Barber’s voter poll a close shave
Joe Ruberto’s place in Millvale is an old-style barber shop, where patrons don’t mind waiting a while for their turn in the chair.
It’s a pleasant place to pass the time in spirited conversation and debate, whether you’re talking gardening, food or — more than anything else this fall — presidential politics.
And even if Joe has a straight razor pressed to a patron’s throat, that patron needn’t worry if his political opinions differ from the barber’s. Democrats and Republicans get the same first-rate haircut.
“People come in here because they feel at home here,” Ruberto said. “They feel free to talk both ways.”
The large, store-front window at Joe’s Haircutting Shop offers a wide view of North Avenue, and lately, it also offers a glimpse into the political opinions of the area’s residents.
Votes cast in Joe’s ballot box in September and October have been counted, and George W. Bush narrowly defeated John Kerry.
It’s not exactly a scientific poll, but Ruberto expects the real vote in November to reflect the 544 votes cast in his ballot box — 52.9 percent for Bush, and 47.1 percent for Kerry.
“It’s gonna be tight. Probably it’s gonna be like that, but I’m not gonna be happy,” said Ruberto, who voted for Bush in 2000 but is disgusted by the war in Iraq and the president’s snubbing of European allies.
Ruberto, 65, emigrated from Italy as a teenager and started cutting hair in Millvale almost 50 years ago — the last 40 at his current shop.
His customers come from throughout the North Hills — not just Millvale, where Democrats outnumber Republicans 3-to-1 in voter registration.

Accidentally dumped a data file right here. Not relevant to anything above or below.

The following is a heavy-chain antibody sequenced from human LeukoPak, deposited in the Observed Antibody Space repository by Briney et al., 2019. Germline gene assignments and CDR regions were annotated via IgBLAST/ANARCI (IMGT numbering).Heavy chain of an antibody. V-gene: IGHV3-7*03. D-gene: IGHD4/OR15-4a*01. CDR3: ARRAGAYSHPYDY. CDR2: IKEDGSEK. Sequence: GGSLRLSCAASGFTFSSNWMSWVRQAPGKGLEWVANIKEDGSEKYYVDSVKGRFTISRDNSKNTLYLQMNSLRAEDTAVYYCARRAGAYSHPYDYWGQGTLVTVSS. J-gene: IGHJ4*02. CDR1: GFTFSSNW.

“We’ve had a lot of debates, and it’s pretty equal,” Ruberto said. “I expected (the voting) to be close, but I expected it to be the other way around.”
Ruberto is used to political dissension — even at home.
“My wife is a Bush person. I’ve been threatening her that on Election Day I’m gonna tie her to the cellar post,” he joked.
Ruberto said this election season is by far the most intense he has seen, and customers get riled sometimes.
“That’s when I tell them to start talking about women, and it calms everybody down, because we all agree on that subject,” he said.
Shaler resident Clarence Winkler, 77, a regular at Joe’s for 40 years, chimed in while Ruberto’s scissors snipped around his head.
“I like to listen. You get a good education,” he said. “What you don’t know, you can learn here.”
Winkler also questions the war in Iraq and plans to vote for Kerry in November. “(Bush) got into more than what he realized. Everybody thought it was gonna be easy. I’m probably one of them, too. I didn’t realize it was gonna be like this.”
Whoever wins the race for president, Ruberto has learned on thing about voters this election season — they are more interested than ever in the outcome.
“I really believe people are going to make it their business to vote this time,” he said.